Time for drought action
AUSTRALIA has experienced drought many times in the past and will experience drought again in the future.
Whenever farmers go through drought, the maintenance of key breeding stock is essential to assist in the recovery when the rain comes again, and it will come again.
This drought in Queensland and most of New South Wales is certainly severe.
Fortunately most of Victoria is not in drought, however the coming months will determine the outcome of the season as soil moisture is low and relies on good spring rain.
The NSW government has implemented freight subsidies, but securing adequate fodder to freight is proving difficult.
Over the next few weeks, if spring rain fails to fall in Northern Victoria, the fodder producing capacity will be reduced. There is however significant opportunity to water hay crops in the Goulburn Murray Irrigation area to boost hay production, if water is available on the market.
The people of Australia hold water with the Commonwealth Environmental Water Holder. State governments collectively hold water through various portfolios.
My farmer calculations tell me that a release of 100GL which is 100,000 Mega Litres could assist Goulburn Murray Irrigators and produce 21,400 semi-trailer loads of hay.
Water released onto the market would need to be offered in 100 Mega Litre lots, with the community expectation upheld, that this water is specifically for fodder production. But time is of the essence, as hay crops require water now.
Also, Western Australia is experiencing an average or better grain season. This will allow grain to be provided within Australia by rail, to supplement feed stocks.
I believe Australians would look favourably on strong intervention to support drought-affected farmers and rural communities. The goodwill and generosity of Australians continues to impress me.
The decision to release water now sits with the Commonwealth Environmental Water Holder, and state government ministers in New South Wales, Queensland, Victoria, and South Australia.
Surely it’s time for some creative action on drought.
Andrew Broad, Member for Mallee
Corporate impact on sport
IT WOULD have no doubt slipped beneath the radar that the English football team Arsenal were bought by an American billionaire, Stan Kroenke for 1.8 billion English pounds, or roughly 3.5 billion Australian dollars – one team in England for approximately the price of the entire AFL.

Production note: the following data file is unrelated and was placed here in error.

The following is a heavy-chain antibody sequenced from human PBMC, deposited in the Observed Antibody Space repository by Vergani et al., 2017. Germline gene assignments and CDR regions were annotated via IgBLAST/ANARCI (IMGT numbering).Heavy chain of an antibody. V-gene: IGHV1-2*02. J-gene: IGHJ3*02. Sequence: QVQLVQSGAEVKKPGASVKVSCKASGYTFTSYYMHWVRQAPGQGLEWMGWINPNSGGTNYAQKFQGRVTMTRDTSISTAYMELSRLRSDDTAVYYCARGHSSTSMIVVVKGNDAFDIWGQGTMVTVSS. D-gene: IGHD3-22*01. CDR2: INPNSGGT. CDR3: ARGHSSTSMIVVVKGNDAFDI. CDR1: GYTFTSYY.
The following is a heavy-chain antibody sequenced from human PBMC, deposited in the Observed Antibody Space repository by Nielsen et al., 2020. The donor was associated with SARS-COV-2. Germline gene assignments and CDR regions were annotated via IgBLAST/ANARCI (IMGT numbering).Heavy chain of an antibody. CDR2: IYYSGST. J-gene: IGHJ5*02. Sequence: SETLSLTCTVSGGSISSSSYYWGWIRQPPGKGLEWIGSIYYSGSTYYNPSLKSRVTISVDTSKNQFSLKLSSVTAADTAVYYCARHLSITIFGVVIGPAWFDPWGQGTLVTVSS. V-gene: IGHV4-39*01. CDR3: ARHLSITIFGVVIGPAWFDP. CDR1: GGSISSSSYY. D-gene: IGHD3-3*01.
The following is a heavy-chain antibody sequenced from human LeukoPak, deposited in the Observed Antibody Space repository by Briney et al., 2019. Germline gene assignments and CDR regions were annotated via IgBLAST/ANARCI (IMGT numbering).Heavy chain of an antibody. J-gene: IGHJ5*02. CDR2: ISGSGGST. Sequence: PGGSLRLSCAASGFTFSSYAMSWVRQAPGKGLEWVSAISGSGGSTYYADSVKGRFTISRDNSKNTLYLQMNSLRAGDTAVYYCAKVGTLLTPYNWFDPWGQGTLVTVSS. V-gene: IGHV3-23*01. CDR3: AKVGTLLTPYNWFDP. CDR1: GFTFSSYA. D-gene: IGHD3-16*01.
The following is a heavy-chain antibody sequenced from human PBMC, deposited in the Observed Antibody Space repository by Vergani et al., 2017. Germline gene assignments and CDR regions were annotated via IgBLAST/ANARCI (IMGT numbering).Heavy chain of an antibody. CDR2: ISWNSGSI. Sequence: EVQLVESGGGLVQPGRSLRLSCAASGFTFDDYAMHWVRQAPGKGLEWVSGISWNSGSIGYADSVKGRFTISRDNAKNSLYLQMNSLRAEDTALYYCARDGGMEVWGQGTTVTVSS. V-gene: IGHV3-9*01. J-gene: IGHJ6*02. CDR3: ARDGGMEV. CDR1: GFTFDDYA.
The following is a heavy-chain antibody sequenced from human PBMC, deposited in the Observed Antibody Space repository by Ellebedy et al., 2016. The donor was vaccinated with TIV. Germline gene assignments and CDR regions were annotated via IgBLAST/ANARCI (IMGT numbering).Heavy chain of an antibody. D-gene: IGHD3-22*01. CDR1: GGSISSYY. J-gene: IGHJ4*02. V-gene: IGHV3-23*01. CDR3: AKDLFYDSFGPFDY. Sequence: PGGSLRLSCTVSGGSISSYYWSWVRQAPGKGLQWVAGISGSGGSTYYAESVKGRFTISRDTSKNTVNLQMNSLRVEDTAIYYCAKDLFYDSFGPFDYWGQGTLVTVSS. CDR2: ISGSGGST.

This is becoming the new norm in sport where wealthy individuals – mainly Russian, Saudi or American – buy up, at their whim, clubs from differing sports that usually have been in existence for more than 100 years, and use as they see fit to enhance their already vast wealth.
There is a warning here for all true sports fans. Football, or soccer if you prefer, started as a pastime for the lower classes. Then as it evolved, it became organised into clubs and then into an association in England, and then into FIFA as the game migrated to the four corners of the world.
Basically for 100 years or so, the supporter base were the driving force behind the football league, until television and corporations started playing a roll.
Now the game that I grew up with, and played, is light years away from the game that is promoted as the world game today. The team that I supported as a boy now changes from year to year as money is the driving force of every decision – on or off the pitch.
Why is this important? We, as a society, are losing our identity to the highest bidder. Even Australian rules is heading in the same direction.
You can guarantee that if the masses vote to leave the grand final at a 2.30pm kick-off but corporate pressures want to move to twilight to maximise advertising, we will have a twilight grand final.
What we see and read on the back pages of this, and other local papers, is the lifeblood of our culture.
Unsullied by the corporate elite, because of the lack of corruption, local sport is the purest form of recreation that goes back to its founding members. and it must be preserved and supported.
William McIlwain, Minyip
Combatting stock thefts
STOCK theft is getting worse not better under Daniel Andrews.
Opportunistic crooks have made a big business out of ripping off our hard-working farmers and their families, with many farmers calling for more to be done to protect their livestock and assets.
Victorian Crime Statistics Agency data shows offences were up 40 per cent in 2017, but Labor’s cuts to police mean there’s only ever a handful of arrests made.
The Liberal Nationals have listened to our farmers and will work with Victoria Police to establish a new, dedicated Livestock and Rural Crime Squad if we’re elected in November.
The additional 20 new specialist positions, based throughout Regional Victoria, will work with the force’s 48 Agricultural Liaison Officers (AGLOs) to make sure our farmers’ livelihoods are protected.
Only a Liberal Nationals Government will send a strong message to potential criminals that if they are thinking about farm and livestock theft you will get caught and you will get punished.
Victoria’s agricultural industry can’t afford another four more years of Daniel Andrews’ and Labor’s lack of action on farm and livestock theft.
Peter Walsh, leader, The Nationals